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Why does my child keep getting sick?

Why does my child keep getting sick?

Some children seem to get every illness that’s doing the rounds, whether that’s a cough or cold, rash or sickness bug.

If this sounds familiar, you’re probably asking, “Why does my child keep getting sick?”

We seek to answer that very question in our article, taking a look at the most common infectious diseases, understanding why they spread and revealing what you can do to protect your child.

What are the most common childhood illnesses?

Chickenpox — this is a very infectious illness caused by the varicella-zoster virus. The symptoms include itchy red spots that become filled with fluid and burst or crust over, a high temperature and headache. Chickenpox is normally mild but can lead to serious complications such as pneumonia and meningitis.

Coughs and colds — your child may get several coughs and colds every year, and not just in the winter months. The symptoms are usually mild and normally don’t require any special treatment; the usual advice is to rest at home unless you are worried about your child’s health.

Influenza (flu) — symptoms of this viral infection include cough, fever, sore throat, headache and fatigue. While some of its symptoms are similar to a cold, flu symptoms are more intense, and the illness tends to last for longer.

COVID-19 — this is another very infectious illness that mutates or changes over time. This means that if you’ve already had one version, you could still get it again. Symptoms include fever, cough, headache, fatigue and changes to sense of taste and smell.

RSV — RSV, or respiratory syncytial virus, is extremely common, and nearly all children will catch it by the time they have reached three years of age. It’s usually mild and causes a runny nose, cough and fever.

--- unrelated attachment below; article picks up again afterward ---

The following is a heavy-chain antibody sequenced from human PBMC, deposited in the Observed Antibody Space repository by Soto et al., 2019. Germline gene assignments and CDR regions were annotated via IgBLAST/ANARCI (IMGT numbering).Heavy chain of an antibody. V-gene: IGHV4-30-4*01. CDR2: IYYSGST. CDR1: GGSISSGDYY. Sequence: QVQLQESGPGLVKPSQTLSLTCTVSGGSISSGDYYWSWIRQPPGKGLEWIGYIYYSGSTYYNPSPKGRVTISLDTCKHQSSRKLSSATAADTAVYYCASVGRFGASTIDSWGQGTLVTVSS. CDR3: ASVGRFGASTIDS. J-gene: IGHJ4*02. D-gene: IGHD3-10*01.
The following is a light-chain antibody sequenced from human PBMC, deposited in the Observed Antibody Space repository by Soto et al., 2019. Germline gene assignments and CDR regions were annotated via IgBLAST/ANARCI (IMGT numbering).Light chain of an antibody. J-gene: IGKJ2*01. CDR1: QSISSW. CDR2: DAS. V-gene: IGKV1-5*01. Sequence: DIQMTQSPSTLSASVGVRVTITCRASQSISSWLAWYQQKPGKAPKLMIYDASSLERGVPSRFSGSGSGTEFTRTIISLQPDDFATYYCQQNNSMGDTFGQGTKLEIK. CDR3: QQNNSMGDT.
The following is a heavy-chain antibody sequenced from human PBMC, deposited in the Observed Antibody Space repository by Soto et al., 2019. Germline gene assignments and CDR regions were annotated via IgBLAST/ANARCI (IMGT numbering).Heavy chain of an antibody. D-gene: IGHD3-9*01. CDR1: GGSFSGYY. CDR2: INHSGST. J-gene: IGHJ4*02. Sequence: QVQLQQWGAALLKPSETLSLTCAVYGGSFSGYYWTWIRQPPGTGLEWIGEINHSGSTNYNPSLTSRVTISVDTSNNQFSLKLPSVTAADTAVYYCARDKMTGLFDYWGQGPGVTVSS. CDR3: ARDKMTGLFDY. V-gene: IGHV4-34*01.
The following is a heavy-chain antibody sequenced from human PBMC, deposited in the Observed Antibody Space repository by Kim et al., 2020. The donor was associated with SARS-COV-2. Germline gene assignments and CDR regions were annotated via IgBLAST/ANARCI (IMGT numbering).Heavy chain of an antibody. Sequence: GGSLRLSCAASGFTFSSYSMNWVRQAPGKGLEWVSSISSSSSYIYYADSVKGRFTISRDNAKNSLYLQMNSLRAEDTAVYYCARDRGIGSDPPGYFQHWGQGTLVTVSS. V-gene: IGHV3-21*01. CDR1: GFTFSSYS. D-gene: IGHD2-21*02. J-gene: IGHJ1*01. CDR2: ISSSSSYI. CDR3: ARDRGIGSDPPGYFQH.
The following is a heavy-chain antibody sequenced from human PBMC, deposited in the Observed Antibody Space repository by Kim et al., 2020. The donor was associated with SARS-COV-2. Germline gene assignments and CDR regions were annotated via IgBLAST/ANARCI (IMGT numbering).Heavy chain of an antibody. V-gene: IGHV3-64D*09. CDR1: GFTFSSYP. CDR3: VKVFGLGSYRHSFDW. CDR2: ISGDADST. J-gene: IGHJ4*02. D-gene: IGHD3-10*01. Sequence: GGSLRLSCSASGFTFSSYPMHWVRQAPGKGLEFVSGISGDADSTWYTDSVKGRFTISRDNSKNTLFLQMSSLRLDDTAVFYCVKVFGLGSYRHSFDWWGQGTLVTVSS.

Fifth disease — fifth disease, also known as slapped cheek, is another mild viral illness. One of its symptoms is a rash that looks as if children have been slapped on the cheek. Other symptoms include a slight fever, headache and runny nose.

Hand, foot and mouth disease — this causes blisters in your child’s mouth, on the palms of their hands and on the soles of their feet. It’s highly contagious and is very common in young children.

How do diseases spread?

Childhood illnesses spread in environments where there are lots of children together, for example, at daycare or school.

In younger children, spread is often through saliva, as it’s natural for them to explore the world through their mouths and then share toys and other items.

And many diseases, such as COVID-19, are airborne, so they can be spread in droplets when people cough or sneeze. These droplets may stay in the air or cling to surfaces and then be inhaled by someone else.

The bacteria and viruses that cause disease can also be spread by close bodily contact, such as hugging or kissing your child.

They may also be spread when you handle contaminated faeces (poo), for example, when you change your baby’s nappy.

What can I do to protect my child?

The most effective way to protect your child against getting sick is to vaccinate them against diseases. You can download the National Immunisation Program schedule here to know when their vaccinations are due.

However, many minor illnesses, such as viral infections, don’t have a vaccine. So as well as getting your child’s jabs, make sure you minimise the risk of spreading disease by:

  • Ensuring all the family wash their hands with soap and water regularly, for 20 seconds at a time
  • Using hand sanitiser that contains at least 70% alcohol in between handwashing
  • Encouraging your child to catch coughs and sneezes in the inside of their bent elbow or a tissue
  • Making sure tissues are thrown away after use
  • Cleaning and disinfecting household surfaces regularly
  • Not sharing towels or kitchen utensils such as cutlery
  • Keeping your child at home if they show any signs of illness (if you’re not sure about treating them at home, seek advice from a medical professional)

Keeping all the family fit and healthy

Unfortunately, it’s impossible to avoid some childhood illnesses, many of which are very common, infectious and usually mild.

The good news is that there are lots of steps you can take to reduce the risk, for example, ensuring your child is up-to-date with their vaccinations and teaching them good hygiene practices.

Make it easy to keep on top of your child’s and family’s health by investing in a few products from the FeverMates online collection — we’ve got hand sanitiser, sanitising wipes and face masks to help prevent disease, as well as thermometers and cooling patches to treat minor illnesses.

Have a browse and stock up at home to help keep all the family fit and healthy!

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